In order for Trump to pay those judgments, he may have to end up selling some of his flagship properties in his real estate portfolio. Exactly how much his properties are worth is still a matter of debate, as Judge Engoron found Trump liable for fraudulently inflating the values of his assets, giving New York Attorney General Letitia James nearly all she was asking for in disgorgement penalties. But both the attorney general's office and various reports have found rough estimates for some of his most valuable assets.

The crown jewels of the Trump Organization are his Manhattan skyscrapers: Trump Tower (valued at roughly $117 million according to Forbes), Trump Park Avenue (valued at $135.8 million in 2020) and 40 Wall Street (pegged at $220 million by a professional appraiser in 2012). While it's unlikely he would move to sell these buildings out of his nearly two dozen residential, commercial and resort properties, they could feasibly cover the judgments depending on how appraisers would view them in 2024.

The Independent delved into other appraisals for some of Trump's other pricey properties outside of New York City, including his Mar-a-Lago estate in Florida, which is valued at roughly $20 million. The New York Attorney General's office cited a figure of $56 million for his Seven Springs property in Westchester County, New York (just north of the city). In 2022, Trump sold the Trump International Hotel in Washington, DC for roughly $375 million, which was enough to satisfy a $170 million loan from Deutsche Bank and pocket a hefty profit afterward.

Trump's legal woes in New York are far from over, however, with his first of four criminal trials scheduled for March 25 in Manhattan District Court. He faces 34 felony counts of allegedly falsifying business records related to a $130,000 payment to adult film star Stephanie Clifford in 2016.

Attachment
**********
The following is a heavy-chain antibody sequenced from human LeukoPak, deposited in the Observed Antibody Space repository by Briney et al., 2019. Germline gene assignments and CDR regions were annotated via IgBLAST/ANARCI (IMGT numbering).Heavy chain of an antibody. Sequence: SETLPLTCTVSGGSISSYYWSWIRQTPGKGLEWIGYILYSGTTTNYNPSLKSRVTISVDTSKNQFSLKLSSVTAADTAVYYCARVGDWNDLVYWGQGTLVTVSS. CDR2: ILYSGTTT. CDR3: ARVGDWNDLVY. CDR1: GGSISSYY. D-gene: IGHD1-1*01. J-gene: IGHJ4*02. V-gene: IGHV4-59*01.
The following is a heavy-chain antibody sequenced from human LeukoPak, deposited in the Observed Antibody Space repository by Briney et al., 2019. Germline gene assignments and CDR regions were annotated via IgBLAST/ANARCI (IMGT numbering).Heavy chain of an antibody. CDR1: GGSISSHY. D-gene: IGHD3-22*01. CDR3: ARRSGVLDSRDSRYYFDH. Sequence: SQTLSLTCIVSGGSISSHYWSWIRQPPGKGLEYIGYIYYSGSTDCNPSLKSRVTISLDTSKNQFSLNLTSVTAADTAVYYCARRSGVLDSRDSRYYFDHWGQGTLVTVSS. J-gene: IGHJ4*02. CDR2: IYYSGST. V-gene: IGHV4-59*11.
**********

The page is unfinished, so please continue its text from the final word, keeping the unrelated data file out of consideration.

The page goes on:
Reprinted with permission from Alternet.

Letitia James

James: Trump Should Be Banned From New York Real Estate For 'Outrageous' Fraud

NEW YORK, January 5 (Reuters) - Donald Trump should be permanently barred from New York's real estate industry for "outrageous" fraud, the state's attorney general said in a court filing on Friday ahead of closing arguments in a civil case against the former U.S. president.

Attorney General Letitia James and lawyers for Trump and the other defendants filed their final briefs ahead of closing arguments scheduled for next Thursday in Manhattan in a case that threatens to strip him of prized real estate assets.

In their filing, Trump's lawyers accused the attorney general's office of overstepping its authority by trying to bar Trump from "any and all" business activity, a penalty "far more substantial than the mere loss of money."

Trump's lawyers said the state failed during the three-month trial last year to show any "real-world impact" from Trump's financial statements to banks, which according to the judge presiding over the case overstated his net worth by billions of dollars.

The attorney general's office in its filing said Trump's "myriad deceptive schemes" to "inflate asset values and conceal facts were so outrageous that they belie innocent explanation."

Trump is the frontrunner for the Republican nomination to challenge Democratic President Joe Biden in this year's U.S. election.

Justice Arthur Engoron will hand down his verdict sometime after the closing arguments. Engoron already found Trump liable for fraudulently overstating his wealth to secure better loan terms.The trial focused on damages. James, an elected Democrat, is seeking at least $370 million in penalties from Trump and his co-defendants, as well as restrictions on Trump's ability to do business in the state.

Trump has denied wrongdoing and called the case a political witch hunt. He said in a social media post on Friday that there were "no victims" in the case.

Trump separately has been charged with crimes in four other cases, pleading not guilty in each. His maelstrom of legal troubles has not diminished his commanding lead over Republican rivals in the presidential race.

During defiant and meandering testimony in October, Trump boasted about his business acumen and railed against what he said was political bias against him by James and Engoron.